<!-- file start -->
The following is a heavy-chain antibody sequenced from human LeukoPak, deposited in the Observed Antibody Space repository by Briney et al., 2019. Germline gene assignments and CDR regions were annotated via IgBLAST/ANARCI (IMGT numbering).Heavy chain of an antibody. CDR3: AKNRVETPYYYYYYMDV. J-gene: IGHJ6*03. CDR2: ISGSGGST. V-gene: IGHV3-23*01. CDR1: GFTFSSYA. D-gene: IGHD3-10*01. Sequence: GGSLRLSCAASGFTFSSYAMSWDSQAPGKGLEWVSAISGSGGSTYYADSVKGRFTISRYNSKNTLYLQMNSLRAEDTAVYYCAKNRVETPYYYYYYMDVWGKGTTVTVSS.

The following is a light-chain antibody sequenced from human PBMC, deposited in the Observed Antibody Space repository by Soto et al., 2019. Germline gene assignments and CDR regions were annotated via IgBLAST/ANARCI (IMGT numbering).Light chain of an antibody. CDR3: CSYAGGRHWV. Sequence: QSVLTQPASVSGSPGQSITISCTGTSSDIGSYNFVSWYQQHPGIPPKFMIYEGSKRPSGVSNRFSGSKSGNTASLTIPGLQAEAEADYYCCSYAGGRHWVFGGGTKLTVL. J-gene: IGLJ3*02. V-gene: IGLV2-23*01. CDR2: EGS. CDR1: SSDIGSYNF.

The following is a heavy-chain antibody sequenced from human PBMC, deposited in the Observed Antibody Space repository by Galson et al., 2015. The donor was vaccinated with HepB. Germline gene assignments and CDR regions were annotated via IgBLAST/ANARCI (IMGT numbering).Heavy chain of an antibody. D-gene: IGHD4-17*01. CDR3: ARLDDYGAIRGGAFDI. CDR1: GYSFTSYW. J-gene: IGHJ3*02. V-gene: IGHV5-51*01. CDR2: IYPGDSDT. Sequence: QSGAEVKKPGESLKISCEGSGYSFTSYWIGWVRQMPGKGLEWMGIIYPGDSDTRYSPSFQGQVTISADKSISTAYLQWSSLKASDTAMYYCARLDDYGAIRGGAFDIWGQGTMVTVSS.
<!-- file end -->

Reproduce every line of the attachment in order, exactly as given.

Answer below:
The following is a heavy-chain antibody sequenced from human LeukoPak, deposited in the Observed Antibody Space repository by Briney et al., 2019. Germline gene assignments and CDR regions were annotated via IgBLAST/ANARCI (IMGT numbering).Heavy chain of an antibody. CDR3: AKNRVETPYYYYYYMDV. J-gene: IGHJ6*03. CDR2: ISGSGGST. V-gene: IGHV3-23*01. CDR1: GFTFSSYA. D-gene: IGHD3-10*01. Sequence: GGSLRLSCAASGFTFSSYAMSWDSQAPGKGLEWVSAISGSGGSTYYADSVKGRFTISRYNSKNTLYLQMNSLRAEDTAVYYCAKNRVETPYYYYYYMDVWGKGTTVTVSS.

The following is a light-chain antibody sequenced from human PBMC, deposited in the Observed Antibody Space repository by Soto et al., 2019. Germline gene assignments and CDR regions were annotated via IgBLAST/ANARCI (IMGT numbering).Light chain of an antibody. CDR3: CSYAGGRHWV. Sequence: QSVLTQPASVSGSPGQSITISCTGTSSDIGSYNFVSWYQQHPGIPPKFMIYEGSKRPSGVSNRFSGSKSGNTASLTIPGLQAEAEADYYCCSYAGGRHWVFGGGTKLTVL. J-gene: IGLJ3*02. V-gene: IGLV2-23*01. CDR2: EGS. CDR1: SSDIGSYNF.

The following is a heavy-chain antibody sequenced from human PBMC, deposited in the Observed Antibody Space repository by Galson et al., 2015. The donor was vaccinated with HepB. Germline gene assignments and CDR regions were annotated via IgBLAST/ANARCI (IMGT numbering).Heavy chain of an antibody. D-gene: IGHD4-17*01. CDR3: ARLDDYGAIRGGAFDI. CDR1: GYSFTSYW. J-gene: IGHJ3*02. V-gene: IGHV5-51*01. CDR2: IYPGDSDT. Sequence: QSGAEVKKPGESLKISCEGSGYSFTSYWIGWVRQMPGKGLEWMGIIYPGDSDTRYSPSFQGQVTISADKSISTAYLQWSSLKASDTAMYYCARLDDYGAIRGGAFDIWGQGTMVTVSS.